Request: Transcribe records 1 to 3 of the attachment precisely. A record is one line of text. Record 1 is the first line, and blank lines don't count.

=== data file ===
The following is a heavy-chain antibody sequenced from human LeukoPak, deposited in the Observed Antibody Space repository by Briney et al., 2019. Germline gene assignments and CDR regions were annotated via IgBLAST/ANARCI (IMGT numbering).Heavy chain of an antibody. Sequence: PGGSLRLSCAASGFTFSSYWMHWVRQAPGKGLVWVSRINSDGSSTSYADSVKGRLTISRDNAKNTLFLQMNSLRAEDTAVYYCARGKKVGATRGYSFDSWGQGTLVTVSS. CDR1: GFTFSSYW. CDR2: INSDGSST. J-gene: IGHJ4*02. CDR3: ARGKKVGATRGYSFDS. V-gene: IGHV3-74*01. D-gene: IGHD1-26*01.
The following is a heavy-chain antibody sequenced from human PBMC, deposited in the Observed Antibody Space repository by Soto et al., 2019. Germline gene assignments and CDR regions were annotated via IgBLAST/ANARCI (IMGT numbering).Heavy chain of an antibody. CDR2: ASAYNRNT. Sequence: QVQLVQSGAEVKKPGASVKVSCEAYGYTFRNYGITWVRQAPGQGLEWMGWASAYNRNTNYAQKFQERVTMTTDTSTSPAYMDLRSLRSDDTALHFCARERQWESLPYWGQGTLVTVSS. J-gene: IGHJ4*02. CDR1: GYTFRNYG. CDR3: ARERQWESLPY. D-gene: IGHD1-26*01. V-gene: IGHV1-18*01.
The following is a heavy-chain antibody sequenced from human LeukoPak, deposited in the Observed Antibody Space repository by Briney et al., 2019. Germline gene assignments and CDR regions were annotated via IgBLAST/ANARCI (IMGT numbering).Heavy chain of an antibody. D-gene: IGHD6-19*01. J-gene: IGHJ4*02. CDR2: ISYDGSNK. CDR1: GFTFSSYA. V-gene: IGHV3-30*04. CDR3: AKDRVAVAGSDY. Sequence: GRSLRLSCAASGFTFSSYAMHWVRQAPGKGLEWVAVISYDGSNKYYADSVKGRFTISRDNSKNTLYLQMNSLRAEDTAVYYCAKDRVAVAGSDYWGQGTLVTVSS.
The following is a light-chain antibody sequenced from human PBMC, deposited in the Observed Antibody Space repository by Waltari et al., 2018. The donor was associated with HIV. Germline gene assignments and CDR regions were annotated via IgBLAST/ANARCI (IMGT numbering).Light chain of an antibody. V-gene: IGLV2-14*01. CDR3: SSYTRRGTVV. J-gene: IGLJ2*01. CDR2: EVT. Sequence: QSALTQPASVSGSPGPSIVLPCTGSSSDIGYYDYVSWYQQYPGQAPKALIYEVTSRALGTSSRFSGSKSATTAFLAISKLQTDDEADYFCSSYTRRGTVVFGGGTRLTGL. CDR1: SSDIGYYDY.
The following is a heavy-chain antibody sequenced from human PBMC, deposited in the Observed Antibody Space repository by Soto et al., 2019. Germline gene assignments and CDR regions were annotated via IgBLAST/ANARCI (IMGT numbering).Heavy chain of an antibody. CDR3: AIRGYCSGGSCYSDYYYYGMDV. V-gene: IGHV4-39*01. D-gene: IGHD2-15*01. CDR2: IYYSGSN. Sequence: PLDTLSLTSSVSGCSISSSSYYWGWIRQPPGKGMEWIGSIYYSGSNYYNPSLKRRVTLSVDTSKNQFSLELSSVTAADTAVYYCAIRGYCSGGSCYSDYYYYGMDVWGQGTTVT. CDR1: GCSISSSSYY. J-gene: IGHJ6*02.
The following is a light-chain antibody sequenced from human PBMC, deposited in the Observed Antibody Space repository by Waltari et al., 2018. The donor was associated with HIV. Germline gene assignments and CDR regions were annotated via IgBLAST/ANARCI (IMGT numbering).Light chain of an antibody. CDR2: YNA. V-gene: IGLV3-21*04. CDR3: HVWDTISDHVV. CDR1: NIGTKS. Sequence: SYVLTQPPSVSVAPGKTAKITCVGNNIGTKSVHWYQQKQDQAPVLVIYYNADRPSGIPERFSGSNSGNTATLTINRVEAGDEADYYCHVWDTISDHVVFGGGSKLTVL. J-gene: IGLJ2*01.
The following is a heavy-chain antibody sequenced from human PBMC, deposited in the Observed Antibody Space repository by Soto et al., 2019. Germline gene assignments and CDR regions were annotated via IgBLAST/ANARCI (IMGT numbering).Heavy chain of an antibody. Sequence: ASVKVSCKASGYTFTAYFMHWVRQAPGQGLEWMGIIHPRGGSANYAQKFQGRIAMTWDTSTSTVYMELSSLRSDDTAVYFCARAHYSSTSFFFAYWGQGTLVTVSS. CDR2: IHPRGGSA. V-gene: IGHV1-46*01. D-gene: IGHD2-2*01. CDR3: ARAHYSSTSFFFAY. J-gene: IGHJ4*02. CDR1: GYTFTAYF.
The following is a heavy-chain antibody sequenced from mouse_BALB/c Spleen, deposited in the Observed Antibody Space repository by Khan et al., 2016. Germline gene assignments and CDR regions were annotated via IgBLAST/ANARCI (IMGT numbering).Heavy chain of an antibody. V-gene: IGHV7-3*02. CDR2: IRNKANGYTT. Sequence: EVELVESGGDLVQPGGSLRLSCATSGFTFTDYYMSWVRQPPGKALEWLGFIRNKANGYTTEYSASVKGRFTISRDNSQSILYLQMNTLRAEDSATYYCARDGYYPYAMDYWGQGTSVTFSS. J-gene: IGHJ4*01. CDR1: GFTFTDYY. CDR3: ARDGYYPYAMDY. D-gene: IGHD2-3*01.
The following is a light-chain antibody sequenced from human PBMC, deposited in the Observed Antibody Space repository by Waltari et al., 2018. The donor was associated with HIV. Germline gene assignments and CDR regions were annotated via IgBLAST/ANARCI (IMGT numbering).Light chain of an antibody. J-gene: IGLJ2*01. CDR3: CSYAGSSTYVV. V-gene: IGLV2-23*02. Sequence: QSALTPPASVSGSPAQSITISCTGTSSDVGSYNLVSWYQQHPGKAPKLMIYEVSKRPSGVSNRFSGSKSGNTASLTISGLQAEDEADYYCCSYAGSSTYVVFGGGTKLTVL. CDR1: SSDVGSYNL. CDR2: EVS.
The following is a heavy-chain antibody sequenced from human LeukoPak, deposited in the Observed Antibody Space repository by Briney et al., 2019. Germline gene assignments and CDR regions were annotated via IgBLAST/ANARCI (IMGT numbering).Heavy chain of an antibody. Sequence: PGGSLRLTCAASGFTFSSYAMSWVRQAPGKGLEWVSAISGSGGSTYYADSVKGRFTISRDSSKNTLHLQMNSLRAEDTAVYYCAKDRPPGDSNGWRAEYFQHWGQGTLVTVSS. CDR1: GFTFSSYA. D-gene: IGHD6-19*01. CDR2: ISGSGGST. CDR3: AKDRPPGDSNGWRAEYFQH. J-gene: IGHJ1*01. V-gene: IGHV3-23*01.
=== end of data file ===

The following is a heavy-chain antibody sequenced from human LeukoPak, deposited in the Observed Antibody Space repository by Briney et al., 2019. Germline gene assignments and CDR regions were annotated via IgBLAST/ANARCI (IMGT numbering).Heavy chain of an antibody. Sequence: PGGSLRLSCAASGFTFSSYWMHWVRQAPGKGLVWVSRINSDGSSTSYADSVKGRLTISRDNAKNTLFLQMNSLRAEDTAVYYCARGKKVGATRGYSFDSWGQGTLVTVSS. CDR1: GFTFSSYW. CDR2: INSDGSST. J-gene: IGHJ4*02. CDR3: ARGKKVGATRGYSFDS. V-gene: IGHV3-74*01. D-gene: IGHD1-26*01.
The following is a heavy-chain antibody sequenced from human PBMC, deposited in the Observed Antibody Space repository by Soto et al., 2019. Germline gene assignments and CDR regions were annotated via IgBLAST/ANARCI (IMGT numbering).Heavy chain of an antibody. CDR2: ASAYNRNT. Sequence: QVQLVQSGAEVKKPGASVKVSCEAYGYTFRNYGITWVRQAPGQGLEWMGWASAYNRNTNYAQKFQERVTMTTDTSTSPAYMDLRSLRSDDTALHFCARERQWESLPYWGQGTLVTVSS. J-gene: IGHJ4*02. CDR1: GYTFRNYG. CDR3: ARERQWESLPY. D-gene: IGHD1-26*01. V-gene: IGHV1-18*01.
The following is a heavy-chain antibody sequenced from human LeukoPak, deposited in the Observed Antibody Space repository by Briney et al., 2019. Germline gene assignments and CDR regions were annotated via IgBLAST/ANARCI (IMGT numbering).Heavy chain of an antibody. D-gene: IGHD6-19*01. J-gene: IGHJ4*02. CDR2: ISYDGSNK. CDR1: GFTFSSYA. V-gene: IGHV3-30*04. CDR3: AKDRVAVAGSDY. Sequence: GRSLRLSCAASGFTFSSYAMHWVRQAPGKGLEWVAVISYDGSNKYYADSVKGRFTISRDNSKNTLYLQMNSLRAEDTAVYYCAKDRVAVAGSDYWGQGTLVTVSS.